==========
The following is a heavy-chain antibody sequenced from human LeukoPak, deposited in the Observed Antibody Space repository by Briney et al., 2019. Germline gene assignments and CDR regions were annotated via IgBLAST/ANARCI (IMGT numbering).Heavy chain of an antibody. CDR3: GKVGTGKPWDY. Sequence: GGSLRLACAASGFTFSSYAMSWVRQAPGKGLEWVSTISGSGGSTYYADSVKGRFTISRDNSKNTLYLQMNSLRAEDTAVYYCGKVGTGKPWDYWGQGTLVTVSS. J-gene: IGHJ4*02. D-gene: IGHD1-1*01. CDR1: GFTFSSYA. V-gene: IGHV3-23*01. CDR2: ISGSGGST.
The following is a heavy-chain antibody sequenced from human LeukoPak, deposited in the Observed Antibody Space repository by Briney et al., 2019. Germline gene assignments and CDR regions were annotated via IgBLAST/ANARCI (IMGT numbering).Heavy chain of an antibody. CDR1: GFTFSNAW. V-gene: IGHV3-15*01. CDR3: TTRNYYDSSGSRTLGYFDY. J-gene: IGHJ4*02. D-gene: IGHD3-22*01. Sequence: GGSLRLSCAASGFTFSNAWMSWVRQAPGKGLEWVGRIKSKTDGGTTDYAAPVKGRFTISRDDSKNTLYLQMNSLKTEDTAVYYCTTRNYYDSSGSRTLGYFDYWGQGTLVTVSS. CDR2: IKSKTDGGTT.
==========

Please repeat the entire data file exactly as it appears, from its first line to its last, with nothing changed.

The following is a heavy-chain antibody sequenced from human LeukoPak, deposited in the Observed Antibody Space repository by Briney et al., 2019. Germline gene assignments and CDR regions were annotated via IgBLAST/ANARCI (IMGT numbering).Heavy chain of an antibody. CDR3: GKVGTGKPWDY. Sequence: GGSLRLACAASGFTFSSYAMSWVRQAPGKGLEWVSTISGSGGSTYYADSVKGRFTISRDNSKNTLYLQMNSLRAEDTAVYYCGKVGTGKPWDYWGQGTLVTVSS. J-gene: IGHJ4*02. D-gene: IGHD1-1*01. CDR1: GFTFSSYA. V-gene: IGHV3-23*01. CDR2: ISGSGGST.
The following is a heavy-chain antibody sequenced from human LeukoPak, deposited in the Observed Antibody Space repository by Briney et al., 2019. Germline gene assignments and CDR regions were annotated via IgBLAST/ANARCI (IMGT numbering).Heavy chain of an antibody. CDR1: GFTFSNAW. V-gene: IGHV3-15*01. CDR3: TTRNYYDSSGSRTLGYFDY. J-gene: IGHJ4*02. D-gene: IGHD3-22*01. Sequence: GGSLRLSCAASGFTFSNAWMSWVRQAPGKGLEWVGRIKSKTDGGTTDYAAPVKGRFTISRDDSKNTLYLQMNSLKTEDTAVYYCTTRNYYDSSGSRTLGYFDYWGQGTLVTVSS. CDR2: IKSKTDGGTT.